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Falling is recognized as a serious risk for older adults, often marking the transitional moment where activity is curtailed, and at times, living independently gives way to assisted or nursing home living. Yet, research on falling in older adults has historically been framed in terms of objective risk factors and rarely designed with the intention of capturing the unique lived experience of the participant. Research that has focused on older adults’ personal experiences of falling has drawn conclusions from transcribed interviews rather than written narratives.

Funded by the Mellon Foundation, The Falls Narrative Study is a feasibility study designed to fill this gap in falls-related research by asking older adults to write a story about a fall or near-fall experience.

This project has four goals:

  1. Assess the feasibility of pairing older adults with a student team to generate written narratives about falls.
  2. Examine how older adults narrate a fall or near-fall experience.
  3. Compare older adults’ scores on the International Falls Efficacy Scale (FES-I) before and after writing their stories.
  4. Document how older adults experience telling their stories about falls to health and humanities students.

During the Spring 2016 semester, the HHIVE Lab recruited 11 community-dwelling older adults (ages 75+) who were willing to share their fall story.

Falls Narrative Study Infographic
Infographic by HHIVE volunteer, Katie Huber.

Study Coordinators met with each participant to obtain informed consent and administer the baseline FES-I. Next, two students from a joint graduate and undergraduate course, ENGL 695: Health and Humanities: Intensive Research Practice, were paired with an older adult.

Student teams met with their assigned participant on two occasions, typically a week or two apart. During the first meeting, students focused on getting to know the older adult and establishing rapport. They also asked the older adult to tell their fall story. Students were provided with an interview guide to help the older adult consider additional details or to learn more about the events leading up to or after the fall. Students then asked their participant to write down their story, either by hand or typed in between meetings. During the second meeting, the student pair and the older adults read the written narrative together and discussed any additions and revisions.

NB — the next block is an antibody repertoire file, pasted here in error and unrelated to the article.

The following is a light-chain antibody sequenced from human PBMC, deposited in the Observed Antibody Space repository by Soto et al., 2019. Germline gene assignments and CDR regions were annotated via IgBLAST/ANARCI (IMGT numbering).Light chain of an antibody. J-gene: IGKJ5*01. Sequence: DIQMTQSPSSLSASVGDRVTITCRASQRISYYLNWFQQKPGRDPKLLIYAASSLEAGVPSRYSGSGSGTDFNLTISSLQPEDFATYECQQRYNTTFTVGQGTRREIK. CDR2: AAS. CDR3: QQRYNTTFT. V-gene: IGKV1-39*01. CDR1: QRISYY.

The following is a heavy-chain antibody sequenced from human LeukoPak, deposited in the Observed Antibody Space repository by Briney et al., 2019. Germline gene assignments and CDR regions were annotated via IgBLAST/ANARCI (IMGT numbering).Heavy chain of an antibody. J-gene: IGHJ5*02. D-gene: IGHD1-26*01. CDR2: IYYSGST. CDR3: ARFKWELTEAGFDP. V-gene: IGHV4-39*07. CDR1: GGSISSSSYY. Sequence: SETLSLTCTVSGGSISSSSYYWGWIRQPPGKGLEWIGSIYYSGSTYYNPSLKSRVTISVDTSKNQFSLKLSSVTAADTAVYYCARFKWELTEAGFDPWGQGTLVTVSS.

After the final student meeting, Study Coordinators met with participants to administer the FES-I again and to gather information about the older adult’s experience in the study. Older adults were also encouraged to complete a short survey about the study.

The written narratives will undergo narrative and qualitative analyses, using techniques from literary analysis and qualitative data analysis, to assess common themes, metaphors, and language patterns in these stories about falls.

The research team includes:

  • Co-Investigators, Professors Jane Thrailkill and Jordynn Jack of the Department of English and Comparative Literature and Sue Coppola of the Division of Occupational Therapy;
  • Study Coordinators Molly Brewer (Division of Occupational Therapy) and Kym Weed (Department of English and Comparative Literature);
  • Eleven students from ENGL 695: Health and Humanities: Intensive Research Practice, Spring 2016
  • Volunteers Katie Huber, Elijah Watson, and Caroline Fryar;
  • And graduate students Brandon Rogers, Chandler Batchelor, Rachel Warner, Sarah Singer, Katharine Henry, and Jennifer Stockwell (Department of English and Comparative Literature).

We have presented our preliminary results at the following conferences:

Prof. Jane Thrailkill, Kym Weed, Prof. Sue Coppola, and Molly Brewer at the Wellcome Library in London following their presentation at the CHCI Health Humanities Summer Institute.
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Click the image above to view the related Humanities in Medicine Lecture hosted by Duke Health.